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PEACE: Foreign Policy & Terrorism | August 19, 2005




By Douglas Drenkow, "Progressive Thinking"

As Posted in "GordonTalk" and "Comments From Left Field"

"How do we make peace in Iraq?" Now, there's an expression we've heard precious little of. The question is more often "How do we defeat the insurgents?" Or "How do we pull out without allowing Iraq to descend into civil war?"

I respectfully submit that we cannot achieve either of the latter two goals if we do not achieve the first. Make the peace and the rest will follow.

That is precisely what the Iraqi people are struggling mightily to do for themselves at this very moment -- this historic moment in the history of Iraq, and of the entire Middle East -- as they grapple with the issues that divide them, in their constitutional convention, now in overtime -- "sudden death overtime" for their nationhood and for the success of the mission of our troops, who have sacrificed so dearly for the cause (regardless of the legality of the war in the first place, a responsibility of our leaders, not of our troops on the ground, in the air, and at sea).

So why haven't the Iraqis -- or we -- been able to make the peace? Well, for our part (which undoubtedly influences the mindset of the people under our gun), we went into Iraq not only without enough armor for our troops but also without a clue as to what makes Iraq Iraq -- assuming, of course, that the entire concept of Iraq isn't merely a mirage, as I previously pessimistically pondered.

While as I have written, it is true that the disparate peoples thrown together by the forces of history as "Iraqis" -- the Shiite Arabs, the Sunni Arabs, and the Sunni Kurds -- can find no end of reasons to distrust and despise one another (let alone us), it has also been written, in works far holier than any we'll read in a mere mortal blog, that there is something far greater than disputes over oil, power, or any other worldly rhyme or reason.

And what is this common denominator, which can miraculously unite all Iraqi divisions?

Allahu Akbar -- "God is greatest" -- the very motto of Iraq, the belief that makes Iraqis Iraqis, or for that matter Muslims Muslims (or for that matter Jews Jews or Christians Christians).

And to further our homework (which should have been done long before we put our troops to the test), "Islam" means, quite simply and beautifully, "submission to God". And therein lies the only hope for peace in Iraq.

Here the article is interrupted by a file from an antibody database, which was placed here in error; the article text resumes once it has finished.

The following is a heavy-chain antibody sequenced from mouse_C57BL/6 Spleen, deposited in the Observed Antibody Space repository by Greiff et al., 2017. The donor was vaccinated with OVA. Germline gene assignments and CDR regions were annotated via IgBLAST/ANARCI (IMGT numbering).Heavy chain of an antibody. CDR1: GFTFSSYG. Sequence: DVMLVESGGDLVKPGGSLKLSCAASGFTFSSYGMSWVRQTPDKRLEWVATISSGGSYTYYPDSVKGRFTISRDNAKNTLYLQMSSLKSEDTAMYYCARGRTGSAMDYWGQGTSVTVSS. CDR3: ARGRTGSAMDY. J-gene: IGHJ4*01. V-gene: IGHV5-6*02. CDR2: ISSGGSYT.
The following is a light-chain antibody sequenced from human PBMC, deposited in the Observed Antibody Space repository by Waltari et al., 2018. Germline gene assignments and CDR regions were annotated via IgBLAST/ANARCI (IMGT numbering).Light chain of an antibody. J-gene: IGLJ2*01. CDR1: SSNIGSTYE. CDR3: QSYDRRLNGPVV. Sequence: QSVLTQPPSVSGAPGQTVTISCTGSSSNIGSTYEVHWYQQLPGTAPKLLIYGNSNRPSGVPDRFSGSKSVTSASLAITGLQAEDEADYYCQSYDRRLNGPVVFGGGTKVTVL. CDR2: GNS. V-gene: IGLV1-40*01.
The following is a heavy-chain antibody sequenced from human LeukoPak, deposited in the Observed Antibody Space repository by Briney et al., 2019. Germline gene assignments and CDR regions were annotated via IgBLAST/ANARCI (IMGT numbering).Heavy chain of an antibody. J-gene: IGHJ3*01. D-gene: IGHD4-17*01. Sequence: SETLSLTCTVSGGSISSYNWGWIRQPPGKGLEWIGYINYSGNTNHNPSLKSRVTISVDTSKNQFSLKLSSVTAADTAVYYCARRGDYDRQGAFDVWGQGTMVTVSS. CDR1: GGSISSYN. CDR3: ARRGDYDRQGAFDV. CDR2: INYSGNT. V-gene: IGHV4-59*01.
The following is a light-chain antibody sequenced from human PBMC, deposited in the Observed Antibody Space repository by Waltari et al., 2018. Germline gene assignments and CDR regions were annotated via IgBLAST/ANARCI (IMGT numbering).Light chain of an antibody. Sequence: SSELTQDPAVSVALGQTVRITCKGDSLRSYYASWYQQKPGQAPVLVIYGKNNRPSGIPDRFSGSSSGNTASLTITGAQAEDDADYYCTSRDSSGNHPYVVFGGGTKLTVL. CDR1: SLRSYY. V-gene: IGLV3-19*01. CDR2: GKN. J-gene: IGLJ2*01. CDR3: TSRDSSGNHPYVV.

But isn't the role of Islamic Law in the new Iraq a major stumbling block in bringing the parties together? Yes, but there is a more fundamental concern (which seems to get lost, quite ironically but disastrously, on fundamentalists in any religion).

And that is that we are all God's children and any disagreements we have are utterly dwarfed by His unconditional love for us. Our Father in Heaven is saddened when His children on earth are fighting. He made us to love one another and Him.

But this is the "real world", the cynics insist; such "idealistic" prattle can never make peace in a world filled with hate.

To which I must reply, such appeals to faith can indeed work, and did indeed work, in forging the longest lasting peace treaty in the Middle East, between parties more at odds than Muslims against Muslims: Muslims against Jews.

At Camp David, the Egyptians and Israelis made the peace, ending decades -- truly millennia -- of hostilities, as the devoutly Christian Jimmy Carter appealed to the profound faith of the devoutly Muslim Muhammad Anwar al-Sadat and the devoutly Jewish Menachem Begin. Three religions, one God, one sincere and lasting accord.

Allahu Akbar!

The Iraqis may be divided as Arabs and Kurds, Shiites and Sunnis; but they are united by their common faith in one God.

There is only one way to bring the feuding parties in Iraq together and make the peace. And that is with an appeal to their most fundamental beliefs, undercutting any divisions they may have.

It worked at Camp David; it can work in Baghdad.

But where is our Jimmy Carter, the catalyst for peace?

Taking a vacation in Crawford, hiding from the mother of one of his war's dead.

AWOL in war, AWOL in peace.

Allah, have mercy.

P.S. Before those on the Right use my arguments above to call for the establishment of a state religion in the US, need I remind you of all the "mischief" that has been done in the name of religion down through history? The present circumstances in Iraq -- of ethnic tribal warfare being stoked by religious tribal differences -- could be Exhibit Number One in the case for the establishment of a wall between church and state. So isn't it then hypocrisy on my part to call for appeals to religious beliefs in Iraq? Perhaps. But religious faith seems to be the one and only area in which the Iraqi factions agree: Either they make the peace on the basis of shared religious dogma, or they will inevitably -- and probably violently -- tear their nation apart. And kill and maim thousands more of our people in the process. America, by contrast, is held together by the common bond of a love for liberty -- the very antithesis of religious or any other intolerance. As long as we share and uphold that belief -- even if the policies on the Left do not match those on the Right to enact that belief -- then we will probably persevere and prosper as a nation. Iraq is Iraq, and America is America. And thank Allah for that.

P.P.S. Of course, if we encourage the formation of a fundamentally Islamic Republic of Iraq, we risk the danger of hearing Allahu Akbar in another traditional usage -- as a war cry -- directed against us. As any peace officer will testify, the worst place to be is in the middle of a domestic dispute; all too often the fighting parties will gang up against you. What idiot got us into this God-forsaken mess in the first place?!

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